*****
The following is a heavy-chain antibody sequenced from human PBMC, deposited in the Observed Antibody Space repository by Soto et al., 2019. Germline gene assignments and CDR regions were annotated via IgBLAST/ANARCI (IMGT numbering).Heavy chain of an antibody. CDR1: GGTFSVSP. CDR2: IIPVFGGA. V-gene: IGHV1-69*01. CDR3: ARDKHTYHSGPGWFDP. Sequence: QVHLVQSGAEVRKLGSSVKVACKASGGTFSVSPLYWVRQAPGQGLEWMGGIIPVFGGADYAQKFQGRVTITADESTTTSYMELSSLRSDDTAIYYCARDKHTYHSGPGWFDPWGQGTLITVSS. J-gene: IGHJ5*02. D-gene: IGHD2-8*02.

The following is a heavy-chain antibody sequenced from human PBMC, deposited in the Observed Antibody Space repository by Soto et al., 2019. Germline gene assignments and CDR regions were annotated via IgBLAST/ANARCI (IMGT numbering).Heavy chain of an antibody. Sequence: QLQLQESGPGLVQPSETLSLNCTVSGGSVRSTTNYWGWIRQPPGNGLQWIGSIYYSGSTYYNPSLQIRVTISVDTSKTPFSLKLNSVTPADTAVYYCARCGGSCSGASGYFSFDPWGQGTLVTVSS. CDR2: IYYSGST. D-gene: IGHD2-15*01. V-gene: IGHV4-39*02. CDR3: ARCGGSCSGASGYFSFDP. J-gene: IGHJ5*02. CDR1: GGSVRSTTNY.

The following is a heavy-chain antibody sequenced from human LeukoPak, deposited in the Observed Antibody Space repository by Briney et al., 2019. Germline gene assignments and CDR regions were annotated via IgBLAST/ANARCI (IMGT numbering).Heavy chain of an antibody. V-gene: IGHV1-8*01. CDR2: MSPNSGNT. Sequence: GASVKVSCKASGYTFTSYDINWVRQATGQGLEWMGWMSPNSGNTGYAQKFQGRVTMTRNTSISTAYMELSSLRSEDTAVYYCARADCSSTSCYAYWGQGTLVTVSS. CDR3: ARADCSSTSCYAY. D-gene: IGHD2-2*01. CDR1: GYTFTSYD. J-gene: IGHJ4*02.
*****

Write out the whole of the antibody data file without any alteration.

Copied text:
The following is a heavy-chain antibody sequenced from human PBMC, deposited in the Observed Antibody Space repository by Soto et al., 2019. Germline gene assignments and CDR regions were annotated via IgBLAST/ANARCI (IMGT numbering).Heavy chain of an antibody. CDR1: GGTFSVSP. CDR2: IIPVFGGA. V-gene: IGHV1-69*01. CDR3: ARDKHTYHSGPGWFDP. Sequence: QVHLVQSGAEVRKLGSSVKVACKASGGTFSVSPLYWVRQAPGQGLEWMGGIIPVFGGADYAQKFQGRVTITADESTTTSYMELSSLRSDDTAIYYCARDKHTYHSGPGWFDPWGQGTLITVSS. J-gene: IGHJ5*02. D-gene: IGHD2-8*02.

The following is a heavy-chain antibody sequenced from human PBMC, deposited in the Observed Antibody Space repository by Soto et al., 2019. Germline gene assignments and CDR regions were annotated via IgBLAST/ANARCI (IMGT numbering).Heavy chain of an antibody. Sequence: QLQLQESGPGLVQPSETLSLNCTVSGGSVRSTTNYWGWIRQPPGNGLQWIGSIYYSGSTYYNPSLQIRVTISVDTSKTPFSLKLNSVTPADTAVYYCARCGGSCSGASGYFSFDPWGQGTLVTVSS. CDR2: IYYSGST. D-gene: IGHD2-15*01. V-gene: IGHV4-39*02. CDR3: ARCGGSCSGASGYFSFDP. J-gene: IGHJ5*02. CDR1: GGSVRSTTNY.

The following is a heavy-chain antibody sequenced from human LeukoPak, deposited in the Observed Antibody Space repository by Briney et al., 2019. Germline gene assignments and CDR regions were annotated via IgBLAST/ANARCI (IMGT numbering).Heavy chain of an antibody. V-gene: IGHV1-8*01. CDR2: MSPNSGNT. Sequence: GASVKVSCKASGYTFTSYDINWVRQATGQGLEWMGWMSPNSGNTGYAQKFQGRVTMTRNTSISTAYMELSSLRSEDTAVYYCARADCSSTSCYAYWGQGTLVTVSS. CDR3: ARADCSSTSCYAY. D-gene: IGHD2-2*01. CDR1: GYTFTSYD. J-gene: IGHJ4*02.